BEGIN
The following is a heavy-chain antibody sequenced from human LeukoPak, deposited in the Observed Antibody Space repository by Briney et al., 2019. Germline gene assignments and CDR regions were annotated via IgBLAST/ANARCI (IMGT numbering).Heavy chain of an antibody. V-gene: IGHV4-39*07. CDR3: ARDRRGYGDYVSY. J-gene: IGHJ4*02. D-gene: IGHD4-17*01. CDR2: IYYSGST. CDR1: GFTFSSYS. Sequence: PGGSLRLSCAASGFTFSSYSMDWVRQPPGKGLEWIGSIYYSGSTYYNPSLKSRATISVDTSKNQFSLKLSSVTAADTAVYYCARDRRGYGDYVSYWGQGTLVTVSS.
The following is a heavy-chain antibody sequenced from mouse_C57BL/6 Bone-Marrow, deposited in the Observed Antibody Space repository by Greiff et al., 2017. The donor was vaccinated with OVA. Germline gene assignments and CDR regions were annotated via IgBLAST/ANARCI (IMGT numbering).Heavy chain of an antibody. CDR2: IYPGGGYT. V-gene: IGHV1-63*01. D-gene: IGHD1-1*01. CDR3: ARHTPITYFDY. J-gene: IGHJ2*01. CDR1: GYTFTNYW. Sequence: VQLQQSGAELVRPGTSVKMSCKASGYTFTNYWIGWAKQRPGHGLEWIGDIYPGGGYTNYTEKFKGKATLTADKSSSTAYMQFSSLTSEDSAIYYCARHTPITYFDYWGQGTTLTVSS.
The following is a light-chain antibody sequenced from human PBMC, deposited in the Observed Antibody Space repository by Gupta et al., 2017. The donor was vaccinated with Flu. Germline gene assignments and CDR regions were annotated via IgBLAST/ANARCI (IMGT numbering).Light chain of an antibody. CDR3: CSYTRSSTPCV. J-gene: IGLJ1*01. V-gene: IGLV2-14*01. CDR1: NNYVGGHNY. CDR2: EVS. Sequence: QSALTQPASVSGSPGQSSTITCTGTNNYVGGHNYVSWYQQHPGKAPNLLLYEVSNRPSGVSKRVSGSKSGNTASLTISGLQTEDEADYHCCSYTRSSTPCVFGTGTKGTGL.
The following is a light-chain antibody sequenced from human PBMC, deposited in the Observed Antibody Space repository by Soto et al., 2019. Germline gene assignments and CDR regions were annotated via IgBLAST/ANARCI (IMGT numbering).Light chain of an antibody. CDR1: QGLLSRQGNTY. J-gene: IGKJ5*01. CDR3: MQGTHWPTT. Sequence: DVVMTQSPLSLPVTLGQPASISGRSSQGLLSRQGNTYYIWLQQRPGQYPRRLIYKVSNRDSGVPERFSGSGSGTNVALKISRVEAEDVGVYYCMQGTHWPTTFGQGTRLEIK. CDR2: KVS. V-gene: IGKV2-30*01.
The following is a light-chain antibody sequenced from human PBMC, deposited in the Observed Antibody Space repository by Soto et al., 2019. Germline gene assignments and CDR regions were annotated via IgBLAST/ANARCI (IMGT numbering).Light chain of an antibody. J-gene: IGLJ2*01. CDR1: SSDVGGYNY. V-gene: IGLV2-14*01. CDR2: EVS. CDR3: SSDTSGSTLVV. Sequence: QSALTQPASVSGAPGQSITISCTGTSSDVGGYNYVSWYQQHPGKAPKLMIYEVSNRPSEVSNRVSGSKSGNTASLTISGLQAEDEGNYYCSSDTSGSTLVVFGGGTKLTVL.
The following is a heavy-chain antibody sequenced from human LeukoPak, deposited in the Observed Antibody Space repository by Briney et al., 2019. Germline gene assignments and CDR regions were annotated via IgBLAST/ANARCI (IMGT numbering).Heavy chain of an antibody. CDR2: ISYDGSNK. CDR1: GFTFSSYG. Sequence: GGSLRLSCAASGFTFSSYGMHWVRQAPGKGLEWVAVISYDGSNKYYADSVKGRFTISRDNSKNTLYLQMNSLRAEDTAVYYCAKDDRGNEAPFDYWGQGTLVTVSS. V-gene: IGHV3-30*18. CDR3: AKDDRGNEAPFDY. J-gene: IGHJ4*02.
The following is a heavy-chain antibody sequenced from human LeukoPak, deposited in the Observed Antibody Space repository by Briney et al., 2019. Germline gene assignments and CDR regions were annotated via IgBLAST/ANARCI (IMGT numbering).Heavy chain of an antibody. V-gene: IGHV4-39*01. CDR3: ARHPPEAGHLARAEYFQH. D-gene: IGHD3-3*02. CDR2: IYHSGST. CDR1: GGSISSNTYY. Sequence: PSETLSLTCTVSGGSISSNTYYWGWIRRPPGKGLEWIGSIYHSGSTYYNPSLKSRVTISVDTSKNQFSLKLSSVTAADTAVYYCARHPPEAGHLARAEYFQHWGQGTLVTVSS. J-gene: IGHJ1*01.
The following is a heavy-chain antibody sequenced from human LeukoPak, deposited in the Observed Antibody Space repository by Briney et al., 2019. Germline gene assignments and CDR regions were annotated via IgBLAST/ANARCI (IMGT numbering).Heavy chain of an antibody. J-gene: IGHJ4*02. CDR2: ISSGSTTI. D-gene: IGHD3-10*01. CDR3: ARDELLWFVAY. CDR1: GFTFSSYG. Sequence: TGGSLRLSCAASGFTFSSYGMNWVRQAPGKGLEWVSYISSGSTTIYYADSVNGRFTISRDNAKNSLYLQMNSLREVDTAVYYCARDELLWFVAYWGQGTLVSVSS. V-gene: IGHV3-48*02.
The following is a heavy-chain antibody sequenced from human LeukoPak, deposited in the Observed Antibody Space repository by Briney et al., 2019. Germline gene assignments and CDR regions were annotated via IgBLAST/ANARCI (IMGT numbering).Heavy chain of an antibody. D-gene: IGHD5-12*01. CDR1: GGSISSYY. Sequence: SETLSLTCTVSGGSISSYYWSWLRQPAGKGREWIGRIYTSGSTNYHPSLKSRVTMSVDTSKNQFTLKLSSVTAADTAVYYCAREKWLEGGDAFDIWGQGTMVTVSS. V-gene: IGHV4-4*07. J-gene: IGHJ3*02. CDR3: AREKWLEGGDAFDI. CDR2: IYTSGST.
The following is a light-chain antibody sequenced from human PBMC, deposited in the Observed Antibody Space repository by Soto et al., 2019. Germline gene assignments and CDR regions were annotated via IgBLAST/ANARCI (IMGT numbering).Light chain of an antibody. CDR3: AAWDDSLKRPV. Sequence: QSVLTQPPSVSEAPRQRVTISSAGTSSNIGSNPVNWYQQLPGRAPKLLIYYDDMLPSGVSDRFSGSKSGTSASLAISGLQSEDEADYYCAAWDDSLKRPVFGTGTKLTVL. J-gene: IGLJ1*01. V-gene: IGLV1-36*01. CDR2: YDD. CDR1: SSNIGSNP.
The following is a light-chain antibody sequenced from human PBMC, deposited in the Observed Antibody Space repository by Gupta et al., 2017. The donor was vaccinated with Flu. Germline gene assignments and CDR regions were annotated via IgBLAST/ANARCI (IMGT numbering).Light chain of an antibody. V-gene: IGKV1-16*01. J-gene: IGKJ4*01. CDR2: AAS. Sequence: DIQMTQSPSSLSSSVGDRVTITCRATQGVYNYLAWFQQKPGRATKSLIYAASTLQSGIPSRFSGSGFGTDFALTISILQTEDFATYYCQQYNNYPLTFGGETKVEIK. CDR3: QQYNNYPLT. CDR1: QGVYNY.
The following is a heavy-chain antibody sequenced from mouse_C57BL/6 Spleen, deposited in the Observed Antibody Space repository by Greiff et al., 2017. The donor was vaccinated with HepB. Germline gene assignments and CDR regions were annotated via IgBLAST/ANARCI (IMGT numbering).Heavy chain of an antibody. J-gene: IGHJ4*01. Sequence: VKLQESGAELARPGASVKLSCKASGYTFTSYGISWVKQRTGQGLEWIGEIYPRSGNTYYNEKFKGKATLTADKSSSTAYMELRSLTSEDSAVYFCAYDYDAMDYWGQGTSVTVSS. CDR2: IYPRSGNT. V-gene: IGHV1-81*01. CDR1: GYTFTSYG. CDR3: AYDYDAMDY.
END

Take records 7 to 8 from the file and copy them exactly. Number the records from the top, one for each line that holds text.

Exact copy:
The following is a heavy-chain antibody sequenced from human LeukoPak, deposited in the Observed Antibody Space repository by Briney et al., 2019. Germline gene assignments and CDR regions were annotated via IgBLAST/ANARCI (IMGT numbering).Heavy chain of an antibody. V-gene: IGHV4-39*01. CDR3: ARHPPEAGHLARAEYFQH. D-gene: IGHD3-3*02. CDR2: IYHSGST. CDR1: GGSISSNTYY. Sequence: PSETLSLTCTVSGGSISSNTYYWGWIRRPPGKGLEWIGSIYHSGSTYYNPSLKSRVTISVDTSKNQFSLKLSSVTAADTAVYYCARHPPEAGHLARAEYFQHWGQGTLVTVSS. J-gene: IGHJ1*01.
The following is a heavy-chain antibody sequenced from human LeukoPak, deposited in the Observed Antibody Space repository by Briney et al., 2019. Germline gene assignments and CDR regions were annotated via IgBLAST/ANARCI (IMGT numbering).Heavy chain of an antibody. J-gene: IGHJ4*02. CDR2: ISSGSTTI. D-gene: IGHD3-10*01. CDR3: ARDELLWFVAY. CDR1: GFTFSSYG. Sequence: TGGSLRLSCAASGFTFSSYGMNWVRQAPGKGLEWVSYISSGSTTIYYADSVNGRFTISRDNAKNSLYLQMNSLREVDTAVYYCARDELLWFVAYWGQGTLVSVSS. V-gene: IGHV3-48*02.